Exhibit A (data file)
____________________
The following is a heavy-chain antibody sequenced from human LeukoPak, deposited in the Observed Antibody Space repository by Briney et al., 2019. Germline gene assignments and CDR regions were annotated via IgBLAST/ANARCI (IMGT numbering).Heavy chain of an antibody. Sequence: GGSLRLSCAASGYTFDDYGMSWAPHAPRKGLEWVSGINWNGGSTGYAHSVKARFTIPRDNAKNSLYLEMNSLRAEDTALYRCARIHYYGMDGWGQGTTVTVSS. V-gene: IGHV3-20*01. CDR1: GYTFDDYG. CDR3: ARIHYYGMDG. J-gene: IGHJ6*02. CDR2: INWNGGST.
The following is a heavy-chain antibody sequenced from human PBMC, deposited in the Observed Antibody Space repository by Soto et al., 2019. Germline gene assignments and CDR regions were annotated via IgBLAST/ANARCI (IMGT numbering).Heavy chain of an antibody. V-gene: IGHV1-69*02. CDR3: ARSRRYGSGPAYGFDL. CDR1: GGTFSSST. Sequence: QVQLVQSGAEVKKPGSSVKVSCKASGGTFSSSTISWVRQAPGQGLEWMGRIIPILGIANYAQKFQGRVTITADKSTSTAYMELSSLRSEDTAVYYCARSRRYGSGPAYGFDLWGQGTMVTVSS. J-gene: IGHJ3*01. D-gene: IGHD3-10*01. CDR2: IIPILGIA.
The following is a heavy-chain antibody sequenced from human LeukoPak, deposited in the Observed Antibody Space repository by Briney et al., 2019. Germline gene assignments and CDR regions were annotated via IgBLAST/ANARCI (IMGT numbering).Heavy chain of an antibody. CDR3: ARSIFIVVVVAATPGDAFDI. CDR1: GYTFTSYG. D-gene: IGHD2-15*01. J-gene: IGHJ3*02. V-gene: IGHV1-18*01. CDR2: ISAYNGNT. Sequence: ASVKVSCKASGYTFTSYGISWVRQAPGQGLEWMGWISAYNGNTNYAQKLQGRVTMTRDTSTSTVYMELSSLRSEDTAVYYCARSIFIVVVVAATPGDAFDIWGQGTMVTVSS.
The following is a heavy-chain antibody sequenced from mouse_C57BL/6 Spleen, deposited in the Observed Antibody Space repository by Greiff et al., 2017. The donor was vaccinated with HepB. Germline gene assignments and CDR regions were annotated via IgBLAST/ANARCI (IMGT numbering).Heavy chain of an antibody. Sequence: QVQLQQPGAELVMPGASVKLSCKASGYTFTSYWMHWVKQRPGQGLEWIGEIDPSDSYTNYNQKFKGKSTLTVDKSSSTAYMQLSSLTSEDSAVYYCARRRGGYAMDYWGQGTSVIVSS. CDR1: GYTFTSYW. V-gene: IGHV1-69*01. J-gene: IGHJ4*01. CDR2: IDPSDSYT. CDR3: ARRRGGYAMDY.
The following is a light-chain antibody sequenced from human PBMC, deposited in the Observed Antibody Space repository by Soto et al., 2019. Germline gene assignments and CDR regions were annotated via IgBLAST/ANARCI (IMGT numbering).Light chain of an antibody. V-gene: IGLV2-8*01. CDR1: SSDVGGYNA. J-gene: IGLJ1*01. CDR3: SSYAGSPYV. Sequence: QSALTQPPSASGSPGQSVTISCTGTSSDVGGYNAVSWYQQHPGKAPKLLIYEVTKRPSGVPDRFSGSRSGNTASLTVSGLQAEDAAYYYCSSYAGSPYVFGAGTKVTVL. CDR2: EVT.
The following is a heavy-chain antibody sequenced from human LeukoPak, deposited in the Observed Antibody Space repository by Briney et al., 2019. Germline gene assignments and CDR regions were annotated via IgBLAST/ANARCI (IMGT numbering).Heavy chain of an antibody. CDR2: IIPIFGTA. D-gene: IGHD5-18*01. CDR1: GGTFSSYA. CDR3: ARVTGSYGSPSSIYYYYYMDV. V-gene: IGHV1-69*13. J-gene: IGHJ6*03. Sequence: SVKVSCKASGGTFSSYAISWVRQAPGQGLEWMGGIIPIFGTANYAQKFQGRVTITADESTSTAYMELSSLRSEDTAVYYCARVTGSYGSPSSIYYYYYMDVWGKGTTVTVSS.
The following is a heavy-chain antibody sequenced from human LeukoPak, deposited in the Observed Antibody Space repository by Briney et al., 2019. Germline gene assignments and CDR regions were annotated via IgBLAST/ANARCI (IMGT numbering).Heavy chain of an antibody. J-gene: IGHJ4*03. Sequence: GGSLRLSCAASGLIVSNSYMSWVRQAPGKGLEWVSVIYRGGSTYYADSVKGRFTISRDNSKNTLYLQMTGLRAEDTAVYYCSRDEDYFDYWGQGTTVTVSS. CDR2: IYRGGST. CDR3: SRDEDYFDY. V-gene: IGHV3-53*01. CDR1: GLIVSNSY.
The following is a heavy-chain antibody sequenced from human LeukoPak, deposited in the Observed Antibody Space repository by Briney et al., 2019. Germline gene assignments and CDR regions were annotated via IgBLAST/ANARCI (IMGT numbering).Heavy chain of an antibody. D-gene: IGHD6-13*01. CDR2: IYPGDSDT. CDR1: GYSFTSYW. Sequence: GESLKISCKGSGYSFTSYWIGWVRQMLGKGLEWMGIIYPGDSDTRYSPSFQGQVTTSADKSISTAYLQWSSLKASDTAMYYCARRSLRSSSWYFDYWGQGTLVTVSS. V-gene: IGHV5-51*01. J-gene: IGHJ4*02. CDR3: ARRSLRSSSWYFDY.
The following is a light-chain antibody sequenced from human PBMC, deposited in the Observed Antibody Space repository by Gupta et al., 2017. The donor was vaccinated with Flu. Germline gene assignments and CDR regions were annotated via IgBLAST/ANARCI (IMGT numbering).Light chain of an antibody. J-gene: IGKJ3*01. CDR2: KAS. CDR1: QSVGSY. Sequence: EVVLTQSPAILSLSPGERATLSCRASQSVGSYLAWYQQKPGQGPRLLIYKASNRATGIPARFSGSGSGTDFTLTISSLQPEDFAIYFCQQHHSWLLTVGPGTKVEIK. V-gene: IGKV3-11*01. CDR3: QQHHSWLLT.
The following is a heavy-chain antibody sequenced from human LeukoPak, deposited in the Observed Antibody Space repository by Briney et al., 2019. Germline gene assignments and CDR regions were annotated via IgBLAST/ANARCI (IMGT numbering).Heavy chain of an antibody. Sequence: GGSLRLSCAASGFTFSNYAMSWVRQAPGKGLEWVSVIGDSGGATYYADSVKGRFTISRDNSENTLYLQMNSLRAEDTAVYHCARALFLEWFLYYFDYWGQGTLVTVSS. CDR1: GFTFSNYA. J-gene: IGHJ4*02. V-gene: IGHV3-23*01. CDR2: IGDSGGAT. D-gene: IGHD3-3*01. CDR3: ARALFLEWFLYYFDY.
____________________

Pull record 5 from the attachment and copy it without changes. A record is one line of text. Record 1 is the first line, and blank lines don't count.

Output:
The following is a light-chain antibody sequenced from human PBMC, deposited in the Observed Antibody Space repository by Soto et al., 2019. Germline gene assignments and CDR regions were annotated via IgBLAST/ANARCI (IMGT numbering).Light chain of an antibody. V-gene: IGLV2-8*01. CDR1: SSDVGGYNA. J-gene: IGLJ1*01. CDR3: SSYAGSPYV. Sequence: QSALTQPPSASGSPGQSVTISCTGTSSDVGGYNAVSWYQQHPGKAPKLLIYEVTKRPSGVPDRFSGSRSGNTASLTVSGLQAEDAAYYYCSSYAGSPYVFGAGTKVTVL. CDR2: EVT.